Cultural Identity in Arabic Novels of Immigration: A Poetics of Return offers a new perspective of migration studies that views the concept of migration in Arabic as inherently embracing the notion of return. Starting the study with the significance of the Islamic hijra as the quintessential migrant narrative in Arabic culture, Elmeligi offers readings of Arabic narratives as early as Ibn Tufayl’s Hayy ibn Yaqzan and as recent as Miral Al-Tahawy’s 2010 Brooklyn Heights, and as varied as Egyptian novelist Naguib Mahfouz’s short story adaptation of the ancient Egyptian Tale of Sinuhe and Yemeni novelist Mohammed Abdl Wali’s They Die Strangers, including novels that have not been translated in English before, such as Sonallah Ibrahim’s Amrikanli and Suhayl Idris’ The Latin Quarter. To contextualize these narratives, Elmeligi employs studies of cultural identity and their features that are most impacted by migration. In this study, Elmeligi analyzes the different manifestations of return, whether physical or psychological, commenting not only on the decisions that the characters take in the novels, but also the narrative choices that the writers make, thus viewing narrativity as a form of performativity of cultural identity as well. The book addresses fresh angles of migration studies, identity theory, and Arabic literary analysis that are of interest to scholars and students.
Wessam Elmeligi is assistant professor at the University of Michigan-Deaborn.
Part I. Cultural Identity and Migration
Chapter 1: Defining Cultural Identity
Chapter 2: Introducing the Motif of Return in Arabic Migration Narrative
Part II. Types of Return
Chapter 3: Triumph in Return: Renarrating Identity in Naguib Mahfouz’s “Return of Sinuhe” (1941)
Chapter 4: Loss in Staying: The Failure to Return in Taha Hussein’s A Man of Letters (1935)
Chapter 5: The In-Between: The Return of the Mind in Miral Al-Tahawy’s Brooklyn Heights (2010)
Part III. A Poetics of Return
Chapter 6: Ethnicity: Contrasting Identities in Tawfiq Al-Hakim’s A Bird of the East (1938)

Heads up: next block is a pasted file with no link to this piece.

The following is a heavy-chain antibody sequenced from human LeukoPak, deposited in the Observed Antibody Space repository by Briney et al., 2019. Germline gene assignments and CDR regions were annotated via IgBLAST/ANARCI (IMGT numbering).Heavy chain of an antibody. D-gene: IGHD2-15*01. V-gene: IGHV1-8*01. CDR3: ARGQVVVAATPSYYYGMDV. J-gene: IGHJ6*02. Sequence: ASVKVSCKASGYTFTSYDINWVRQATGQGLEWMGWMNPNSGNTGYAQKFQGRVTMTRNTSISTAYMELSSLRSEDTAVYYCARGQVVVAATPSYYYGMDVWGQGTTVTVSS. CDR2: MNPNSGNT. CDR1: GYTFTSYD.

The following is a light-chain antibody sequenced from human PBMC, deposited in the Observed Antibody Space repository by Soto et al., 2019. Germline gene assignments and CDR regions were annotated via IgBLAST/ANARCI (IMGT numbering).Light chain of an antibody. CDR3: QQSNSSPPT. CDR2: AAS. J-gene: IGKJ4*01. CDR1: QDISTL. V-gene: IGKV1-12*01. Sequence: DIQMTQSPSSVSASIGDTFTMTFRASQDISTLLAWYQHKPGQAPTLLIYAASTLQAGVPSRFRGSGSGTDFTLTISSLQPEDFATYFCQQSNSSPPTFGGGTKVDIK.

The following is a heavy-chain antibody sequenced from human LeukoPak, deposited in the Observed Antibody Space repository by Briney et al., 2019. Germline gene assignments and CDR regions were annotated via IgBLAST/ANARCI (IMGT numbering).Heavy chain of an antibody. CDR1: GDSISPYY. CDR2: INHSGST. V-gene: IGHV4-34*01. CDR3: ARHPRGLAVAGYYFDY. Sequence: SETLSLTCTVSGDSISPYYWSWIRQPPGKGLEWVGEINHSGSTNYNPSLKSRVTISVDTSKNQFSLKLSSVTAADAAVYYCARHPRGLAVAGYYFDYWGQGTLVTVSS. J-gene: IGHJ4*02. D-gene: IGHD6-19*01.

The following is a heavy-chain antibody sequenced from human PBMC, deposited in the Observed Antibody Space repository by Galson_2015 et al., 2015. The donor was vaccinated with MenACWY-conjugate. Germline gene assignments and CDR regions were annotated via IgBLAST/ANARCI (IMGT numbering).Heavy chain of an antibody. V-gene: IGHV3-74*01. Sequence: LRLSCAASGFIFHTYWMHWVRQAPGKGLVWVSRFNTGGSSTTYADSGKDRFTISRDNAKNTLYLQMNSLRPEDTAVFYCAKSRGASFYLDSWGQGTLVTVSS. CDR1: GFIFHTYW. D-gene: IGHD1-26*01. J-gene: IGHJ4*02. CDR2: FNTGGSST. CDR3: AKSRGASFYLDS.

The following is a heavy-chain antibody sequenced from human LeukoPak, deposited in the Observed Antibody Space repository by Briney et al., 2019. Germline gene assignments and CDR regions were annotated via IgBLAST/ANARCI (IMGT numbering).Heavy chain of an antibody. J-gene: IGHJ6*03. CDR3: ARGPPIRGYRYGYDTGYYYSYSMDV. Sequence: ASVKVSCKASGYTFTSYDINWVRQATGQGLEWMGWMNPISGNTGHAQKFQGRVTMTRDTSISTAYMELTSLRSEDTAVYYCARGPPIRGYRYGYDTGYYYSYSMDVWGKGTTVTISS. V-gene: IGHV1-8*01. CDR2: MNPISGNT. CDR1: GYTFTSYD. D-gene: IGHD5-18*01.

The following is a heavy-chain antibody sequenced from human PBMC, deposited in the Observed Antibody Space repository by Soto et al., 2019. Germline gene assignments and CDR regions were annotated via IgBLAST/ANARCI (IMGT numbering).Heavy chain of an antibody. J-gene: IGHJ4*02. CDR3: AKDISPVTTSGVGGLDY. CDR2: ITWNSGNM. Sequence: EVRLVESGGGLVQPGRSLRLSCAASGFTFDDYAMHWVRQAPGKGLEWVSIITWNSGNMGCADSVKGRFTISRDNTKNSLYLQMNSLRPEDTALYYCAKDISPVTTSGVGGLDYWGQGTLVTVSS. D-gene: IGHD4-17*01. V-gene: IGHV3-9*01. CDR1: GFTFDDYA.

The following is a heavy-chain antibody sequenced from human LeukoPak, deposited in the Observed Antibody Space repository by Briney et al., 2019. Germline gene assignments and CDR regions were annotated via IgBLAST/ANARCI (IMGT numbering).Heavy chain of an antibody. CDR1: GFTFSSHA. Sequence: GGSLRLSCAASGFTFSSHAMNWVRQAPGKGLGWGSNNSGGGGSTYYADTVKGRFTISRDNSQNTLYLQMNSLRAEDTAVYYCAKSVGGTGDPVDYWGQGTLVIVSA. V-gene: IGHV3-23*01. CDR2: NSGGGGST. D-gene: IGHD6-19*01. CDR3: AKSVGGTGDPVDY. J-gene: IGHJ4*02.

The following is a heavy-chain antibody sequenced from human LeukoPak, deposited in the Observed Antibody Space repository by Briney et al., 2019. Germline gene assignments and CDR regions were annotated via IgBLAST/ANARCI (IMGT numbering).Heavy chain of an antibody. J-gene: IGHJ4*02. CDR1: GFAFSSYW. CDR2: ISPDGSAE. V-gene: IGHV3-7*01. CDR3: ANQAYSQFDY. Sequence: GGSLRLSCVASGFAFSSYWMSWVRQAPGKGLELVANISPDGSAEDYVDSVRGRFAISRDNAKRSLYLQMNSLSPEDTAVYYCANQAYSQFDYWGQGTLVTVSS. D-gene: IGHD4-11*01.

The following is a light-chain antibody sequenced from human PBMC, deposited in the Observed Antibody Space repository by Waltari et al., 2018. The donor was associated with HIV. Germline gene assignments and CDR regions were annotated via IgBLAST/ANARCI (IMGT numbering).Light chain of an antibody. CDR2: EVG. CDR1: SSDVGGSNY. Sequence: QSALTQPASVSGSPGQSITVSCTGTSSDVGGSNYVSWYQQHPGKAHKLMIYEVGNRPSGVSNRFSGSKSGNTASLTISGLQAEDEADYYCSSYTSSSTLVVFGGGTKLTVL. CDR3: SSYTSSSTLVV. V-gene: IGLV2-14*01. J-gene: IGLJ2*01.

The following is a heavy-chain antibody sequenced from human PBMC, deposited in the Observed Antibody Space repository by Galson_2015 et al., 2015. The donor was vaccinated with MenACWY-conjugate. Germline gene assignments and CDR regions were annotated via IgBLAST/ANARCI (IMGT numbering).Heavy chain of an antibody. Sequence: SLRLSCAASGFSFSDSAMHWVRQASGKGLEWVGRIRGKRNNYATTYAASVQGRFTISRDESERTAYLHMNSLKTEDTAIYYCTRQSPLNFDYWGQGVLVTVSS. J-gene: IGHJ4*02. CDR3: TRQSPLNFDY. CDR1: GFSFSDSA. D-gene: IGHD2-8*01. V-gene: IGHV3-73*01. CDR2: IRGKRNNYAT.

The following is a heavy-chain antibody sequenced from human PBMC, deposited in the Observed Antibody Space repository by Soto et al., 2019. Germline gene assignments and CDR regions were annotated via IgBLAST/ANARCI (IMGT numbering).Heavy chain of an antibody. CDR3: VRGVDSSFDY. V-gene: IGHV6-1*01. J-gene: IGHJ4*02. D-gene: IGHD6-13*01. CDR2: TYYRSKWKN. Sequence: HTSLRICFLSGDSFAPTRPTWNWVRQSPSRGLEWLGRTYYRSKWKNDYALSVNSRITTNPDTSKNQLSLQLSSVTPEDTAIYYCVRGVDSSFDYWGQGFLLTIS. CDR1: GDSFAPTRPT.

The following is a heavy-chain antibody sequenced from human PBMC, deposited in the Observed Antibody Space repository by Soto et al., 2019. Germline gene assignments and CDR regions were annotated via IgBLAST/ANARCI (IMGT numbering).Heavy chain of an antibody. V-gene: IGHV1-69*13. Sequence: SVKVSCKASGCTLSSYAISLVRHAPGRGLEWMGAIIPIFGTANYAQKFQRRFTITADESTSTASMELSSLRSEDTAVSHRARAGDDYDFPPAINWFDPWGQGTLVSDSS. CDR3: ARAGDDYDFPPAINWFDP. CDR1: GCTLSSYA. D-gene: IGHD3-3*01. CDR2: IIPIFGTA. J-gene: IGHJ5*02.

Chapter 7: Religion: Reconciling Identities in Yahya Haqqi’s The Saint’s Lamp (1940)
Chapter 8: Place: Locating Identity in Suhayl Idris’s Al-Hayy Al-Latini (1953)
Chapter 9: Sex: Eroticizing Migration in Tayeb Salih’s Season of Migration to the North (1966)
Chapter 10: Class: Laboring Migration in Mohammad Abdul Wali’s They Die Strangers (1971)
Chapter 11: Nationality: Historicizing Identity in Sonallah Ibrahim’s Amrikanli (2003)
Part IV. Concluding with a Question
Chapter 12: What the Ancestors Want: Questions of Heritage and Identity in Reem Bassiouney’s Love, the Arabic Way (2009)
Wessam Elmeligi’s profound and affecting study of Arabic narratives of migration imbued with all the longing and beauty of the poetics of return brilliantly illuminates the cultural and psychological dynamics impelling Islamic stories of migration. His command of this diasporic literature is astonishing, introducing us to works of exceptional power and pathos. This enthralling, transformative book will be a touchstone for a more culturally sensitive and aesthetically subtle understanding of migration, indeed of world literature.
Wessam Elmeligi has written a book that can be truly called intradisciplinary. The analysis made here will be of great use for not just the humanities, but to anyone interested in the question of nationalism, identity, and migration studies. Elmeligi's analysis of Naguib Mahfouz is especially stunning and makes me want to return to those books with new eyes.
Wessam Elmeligi has written a must-read study of the motif of return in the Arabic novels of immigration published over the span of several decades starting from the 1930s. The novels discussed include an impressively wide spectrum of Arab writers from Egypt, Lebanon, Sudan, and Yemen, who come from different ideological and socio-economic backgrounds. For anyone interested in Arabic fiction and culture, this book will prove to be as informative as it is delightful.